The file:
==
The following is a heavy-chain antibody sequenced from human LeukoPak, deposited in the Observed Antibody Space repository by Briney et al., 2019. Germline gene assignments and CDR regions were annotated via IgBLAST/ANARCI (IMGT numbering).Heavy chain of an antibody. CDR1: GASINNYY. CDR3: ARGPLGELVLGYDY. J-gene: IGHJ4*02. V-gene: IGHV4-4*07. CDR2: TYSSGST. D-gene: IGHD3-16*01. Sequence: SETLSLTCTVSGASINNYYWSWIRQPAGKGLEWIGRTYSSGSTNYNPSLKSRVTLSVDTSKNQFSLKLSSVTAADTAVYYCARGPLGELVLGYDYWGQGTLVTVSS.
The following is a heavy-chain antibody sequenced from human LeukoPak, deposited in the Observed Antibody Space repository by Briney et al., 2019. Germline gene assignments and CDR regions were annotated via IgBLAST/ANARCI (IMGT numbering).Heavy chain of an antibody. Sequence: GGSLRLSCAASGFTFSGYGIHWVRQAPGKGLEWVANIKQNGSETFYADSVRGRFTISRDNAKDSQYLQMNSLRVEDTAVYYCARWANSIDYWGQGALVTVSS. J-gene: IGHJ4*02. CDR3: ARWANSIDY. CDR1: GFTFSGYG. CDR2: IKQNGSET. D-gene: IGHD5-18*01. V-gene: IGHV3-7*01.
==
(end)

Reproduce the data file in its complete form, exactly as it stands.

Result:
The following is a heavy-chain antibody sequenced from human LeukoPak, deposited in the Observed Antibody Space repository by Briney et al., 2019. Germline gene assignments and CDR regions were annotated via IgBLAST/ANARCI (IMGT numbering).Heavy chain of an antibody. CDR1: GASINNYY. CDR3: ARGPLGELVLGYDY. J-gene: IGHJ4*02. V-gene: IGHV4-4*07. CDR2: TYSSGST. D-gene: IGHD3-16*01. Sequence: SETLSLTCTVSGASINNYYWSWIRQPAGKGLEWIGRTYSSGSTNYNPSLKSRVTLSVDTSKNQFSLKLSSVTAADTAVYYCARGPLGELVLGYDYWGQGTLVTVSS.
The following is a heavy-chain antibody sequenced from human LeukoPak, deposited in the Observed Antibody Space repository by Briney et al., 2019. Germline gene assignments and CDR regions were annotated via IgBLAST/ANARCI (IMGT numbering).Heavy chain of an antibody. Sequence: GGSLRLSCAASGFTFSGYGIHWVRQAPGKGLEWVANIKQNGSETFYADSVRGRFTISRDNAKDSQYLQMNSLRVEDTAVYYCARWANSIDYWGQGALVTVSS. J-gene: IGHJ4*02. CDR3: ARWANSIDY. CDR1: GFTFSGYG. CDR2: IKQNGSET. D-gene: IGHD5-18*01. V-gene: IGHV3-7*01.